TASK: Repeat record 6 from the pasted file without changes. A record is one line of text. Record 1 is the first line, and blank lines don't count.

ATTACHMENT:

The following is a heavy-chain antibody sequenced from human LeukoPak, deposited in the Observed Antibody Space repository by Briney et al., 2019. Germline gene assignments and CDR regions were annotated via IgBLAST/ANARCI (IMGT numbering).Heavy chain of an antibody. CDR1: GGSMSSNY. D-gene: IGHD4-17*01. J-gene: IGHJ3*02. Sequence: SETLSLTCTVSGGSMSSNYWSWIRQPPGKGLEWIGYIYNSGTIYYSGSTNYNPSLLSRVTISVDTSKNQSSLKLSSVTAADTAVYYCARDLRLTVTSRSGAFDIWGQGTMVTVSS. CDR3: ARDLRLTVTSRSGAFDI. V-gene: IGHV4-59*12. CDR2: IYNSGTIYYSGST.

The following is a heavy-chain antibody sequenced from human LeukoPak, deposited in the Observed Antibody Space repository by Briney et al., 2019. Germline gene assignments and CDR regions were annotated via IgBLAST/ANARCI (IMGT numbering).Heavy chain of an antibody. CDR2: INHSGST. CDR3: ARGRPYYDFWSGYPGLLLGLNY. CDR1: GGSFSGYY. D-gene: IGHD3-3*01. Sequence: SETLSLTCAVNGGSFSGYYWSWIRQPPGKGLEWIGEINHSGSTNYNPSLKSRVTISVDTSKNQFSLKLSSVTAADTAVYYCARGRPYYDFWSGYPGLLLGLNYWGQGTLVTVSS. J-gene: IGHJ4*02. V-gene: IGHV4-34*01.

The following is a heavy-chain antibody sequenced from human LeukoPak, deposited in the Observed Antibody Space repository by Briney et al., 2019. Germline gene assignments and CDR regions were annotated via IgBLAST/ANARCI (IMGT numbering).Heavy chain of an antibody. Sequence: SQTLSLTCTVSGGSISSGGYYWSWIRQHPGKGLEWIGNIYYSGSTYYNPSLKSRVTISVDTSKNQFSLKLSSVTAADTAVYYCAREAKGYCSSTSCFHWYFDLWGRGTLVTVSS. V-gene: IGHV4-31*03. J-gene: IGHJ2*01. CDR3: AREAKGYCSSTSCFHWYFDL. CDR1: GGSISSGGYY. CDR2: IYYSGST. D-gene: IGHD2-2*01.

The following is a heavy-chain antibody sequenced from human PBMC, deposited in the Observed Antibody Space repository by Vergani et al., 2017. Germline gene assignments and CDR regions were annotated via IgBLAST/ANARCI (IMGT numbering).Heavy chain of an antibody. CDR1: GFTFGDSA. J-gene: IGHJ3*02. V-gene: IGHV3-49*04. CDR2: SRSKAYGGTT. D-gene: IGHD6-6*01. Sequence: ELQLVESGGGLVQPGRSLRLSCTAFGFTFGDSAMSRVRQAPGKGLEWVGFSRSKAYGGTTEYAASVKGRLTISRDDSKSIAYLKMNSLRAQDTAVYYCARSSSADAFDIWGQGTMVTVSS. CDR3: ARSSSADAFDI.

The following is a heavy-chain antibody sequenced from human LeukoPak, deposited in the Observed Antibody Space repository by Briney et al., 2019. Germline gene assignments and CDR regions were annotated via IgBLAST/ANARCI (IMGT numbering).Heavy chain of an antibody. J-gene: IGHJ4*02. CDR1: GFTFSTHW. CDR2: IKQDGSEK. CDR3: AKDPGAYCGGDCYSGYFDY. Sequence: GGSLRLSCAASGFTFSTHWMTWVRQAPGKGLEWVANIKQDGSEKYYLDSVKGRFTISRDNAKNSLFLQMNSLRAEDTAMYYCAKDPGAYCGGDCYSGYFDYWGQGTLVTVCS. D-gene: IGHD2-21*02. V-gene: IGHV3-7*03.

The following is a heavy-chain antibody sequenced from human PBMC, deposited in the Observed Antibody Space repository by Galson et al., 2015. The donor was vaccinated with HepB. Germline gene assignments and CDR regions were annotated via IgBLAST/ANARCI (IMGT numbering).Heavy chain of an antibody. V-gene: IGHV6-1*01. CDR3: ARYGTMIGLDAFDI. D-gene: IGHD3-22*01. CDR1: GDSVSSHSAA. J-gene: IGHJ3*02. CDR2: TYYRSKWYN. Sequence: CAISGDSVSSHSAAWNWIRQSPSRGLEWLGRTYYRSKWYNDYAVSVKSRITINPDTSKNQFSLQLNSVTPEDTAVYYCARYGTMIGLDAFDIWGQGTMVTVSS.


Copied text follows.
The following is a heavy-chain antibody sequenced from human PBMC, deposited in the Observed Antibody Space repository by Galson et al., 2015. The donor was vaccinated with HepB. Germline gene assignments and CDR regions were annotated via IgBLAST/ANARCI (IMGT numbering).Heavy chain of an antibody. V-gene: IGHV6-1*01. CDR3: ARYGTMIGLDAFDI. D-gene: IGHD3-22*01. CDR1: GDSVSSHSAA. J-gene: IGHJ3*02. CDR2: TYYRSKWYN. Sequence: CAISGDSVSSHSAAWNWIRQSPSRGLEWLGRTYYRSKWYNDYAVSVKSRITINPDTSKNQFSLQLNSVTPEDTAVYYCARYGTMIGLDAFDIWGQGTMVTVSS.